This collection of images come from a Life Magazine retrospective about Margaret Bourke-White’s photography and includes the following note:

“To photograph Bomber Command, Life sent photographer Margaret Bourke-White to the headquarters of Brigadier general Ira. C. Eaker, commander in chief of Bomber Command, and to one of the secret airfields from which the Flying Fortresses operate… Miss Bourke-White’s pictures arrived in the US just when the Bomber Command was making its biggest sorties. Flying Fortresses roared out over the Channel and attacked German industries in the Lille region. Another group of six Fortresses a few days before dropped 600lb. bombs directly on the German airfield at St. Omer, France. On the way home they were attached by 35 crack Nazi pursuits. When the brief fight was over, at least 13 Germans were plunging earthward and the six Fortresses were sailing on. Another time a Fortress came back to England with one motor shot away, one disabled, a third missing badly, and with 12 cannon holes and 2,000 machine-gun holes in the fuselage. Still other squadrons of Fortresses scored better than 70 percent hits in their first two weeks of bombing operations over Europe. “Fantastic accuracy,” said the British.

Bomber Command was ready. It was confident that although still small, it would grow and grow, and as it grew, the intensity and terribleness of the attack on Germany would grow with it, until he skies of Europe would be blacked and its earth furrowed with American bombs.”

Bourke-White, one of Life magazine’s original four staff photographers, was America’s first accredited woman photographer during WWII, and the first authorized to fly on a combat mission. For decades she covered conflicts, civil wars, humanitarian crises, and natural disasters. She documented segregation in the American South, was the last person to interview Gandhi before he was assassinated, was one of the first photographers to document the liberation of Nazi death camps and survived a torpedo attack while traveling by ship to North Africa in 1943 and was briefly married to the American writer Erskine Caldwell (God’s Little Acre, Tobacco Road). Widely recognized as one of the greatest photojournalists of the 20th century, she died in 1971. She was 67 years old.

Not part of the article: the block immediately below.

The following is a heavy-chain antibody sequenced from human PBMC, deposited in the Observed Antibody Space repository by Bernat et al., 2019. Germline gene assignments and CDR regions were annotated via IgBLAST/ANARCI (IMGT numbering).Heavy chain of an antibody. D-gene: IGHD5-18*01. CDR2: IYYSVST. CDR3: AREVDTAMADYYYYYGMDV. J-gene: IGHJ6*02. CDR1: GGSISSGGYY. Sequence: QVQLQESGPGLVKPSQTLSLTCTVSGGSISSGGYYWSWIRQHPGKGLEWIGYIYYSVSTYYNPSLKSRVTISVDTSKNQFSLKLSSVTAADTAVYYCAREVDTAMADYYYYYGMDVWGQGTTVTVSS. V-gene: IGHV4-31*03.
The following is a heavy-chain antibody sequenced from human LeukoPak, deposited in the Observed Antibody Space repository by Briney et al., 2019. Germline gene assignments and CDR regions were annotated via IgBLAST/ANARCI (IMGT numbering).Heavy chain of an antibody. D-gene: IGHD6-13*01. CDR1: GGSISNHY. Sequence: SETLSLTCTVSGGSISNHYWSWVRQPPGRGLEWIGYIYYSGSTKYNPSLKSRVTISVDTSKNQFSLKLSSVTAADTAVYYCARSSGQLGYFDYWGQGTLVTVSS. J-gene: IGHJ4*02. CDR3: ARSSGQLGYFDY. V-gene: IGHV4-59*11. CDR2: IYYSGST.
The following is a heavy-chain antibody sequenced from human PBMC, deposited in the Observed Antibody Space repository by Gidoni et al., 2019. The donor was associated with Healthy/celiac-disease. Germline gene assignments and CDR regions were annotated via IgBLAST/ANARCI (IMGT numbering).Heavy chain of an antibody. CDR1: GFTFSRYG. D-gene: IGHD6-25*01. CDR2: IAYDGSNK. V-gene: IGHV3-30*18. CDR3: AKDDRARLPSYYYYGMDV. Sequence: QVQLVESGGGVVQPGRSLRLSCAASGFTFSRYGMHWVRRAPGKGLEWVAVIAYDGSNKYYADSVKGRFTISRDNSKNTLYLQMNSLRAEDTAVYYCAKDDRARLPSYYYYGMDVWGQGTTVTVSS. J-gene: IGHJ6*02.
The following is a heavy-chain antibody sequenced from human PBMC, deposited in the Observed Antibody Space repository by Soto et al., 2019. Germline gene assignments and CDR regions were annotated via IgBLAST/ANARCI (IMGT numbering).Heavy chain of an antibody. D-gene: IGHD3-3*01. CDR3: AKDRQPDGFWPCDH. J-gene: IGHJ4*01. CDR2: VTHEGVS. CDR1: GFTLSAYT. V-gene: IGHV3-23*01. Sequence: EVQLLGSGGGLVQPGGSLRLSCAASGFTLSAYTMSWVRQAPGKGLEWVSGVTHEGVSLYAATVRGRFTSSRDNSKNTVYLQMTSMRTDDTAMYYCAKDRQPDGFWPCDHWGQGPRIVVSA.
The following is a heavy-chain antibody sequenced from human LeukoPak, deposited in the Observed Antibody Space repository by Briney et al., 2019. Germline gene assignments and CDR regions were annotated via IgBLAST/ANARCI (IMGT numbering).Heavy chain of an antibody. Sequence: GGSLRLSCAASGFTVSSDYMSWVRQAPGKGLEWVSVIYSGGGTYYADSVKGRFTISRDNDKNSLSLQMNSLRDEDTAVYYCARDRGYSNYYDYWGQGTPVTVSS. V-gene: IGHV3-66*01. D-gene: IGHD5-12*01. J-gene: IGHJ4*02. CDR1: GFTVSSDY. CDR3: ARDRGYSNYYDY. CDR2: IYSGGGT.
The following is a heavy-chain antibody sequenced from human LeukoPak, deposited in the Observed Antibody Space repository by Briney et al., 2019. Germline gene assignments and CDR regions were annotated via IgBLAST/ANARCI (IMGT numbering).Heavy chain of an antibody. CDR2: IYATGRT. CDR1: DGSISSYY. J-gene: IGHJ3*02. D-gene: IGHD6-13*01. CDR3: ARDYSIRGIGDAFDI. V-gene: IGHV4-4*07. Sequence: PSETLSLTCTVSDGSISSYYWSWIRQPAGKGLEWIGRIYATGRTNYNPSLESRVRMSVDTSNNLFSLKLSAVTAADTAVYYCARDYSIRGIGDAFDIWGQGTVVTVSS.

I encourage you to explore more of her work.

Photographer Margaret Bourke-White with the US Bomber Command in England, 1942.

World War II in Color: American Bombers and Their Crews, 1942

Working on a bomber’s ball-turret during World War II, England, 1942.

American bomber crew member with stuffed good-luck charm during World War II, England, 1942.

Working on an American bomber, England, 1942.

American bomber crew member during World War II, England, 1942.

American bomber and crew during World War II, England, 1942.

American bomber and crew during World War II, England, 1942.

American bomber during World War II, England, 1942.

American bomber and crew during World War II, England, 1942.

American bomber and crew during World War II, England, 1942.

American bomber and crew during World War II, England, 1942.

American bomber and crew during World War II, England, 1942.

Loading bombs on an American bomber during World War II, England, 1942.

American bomber during World War II, England, 1942.

[Source and Images: Life Magazine.]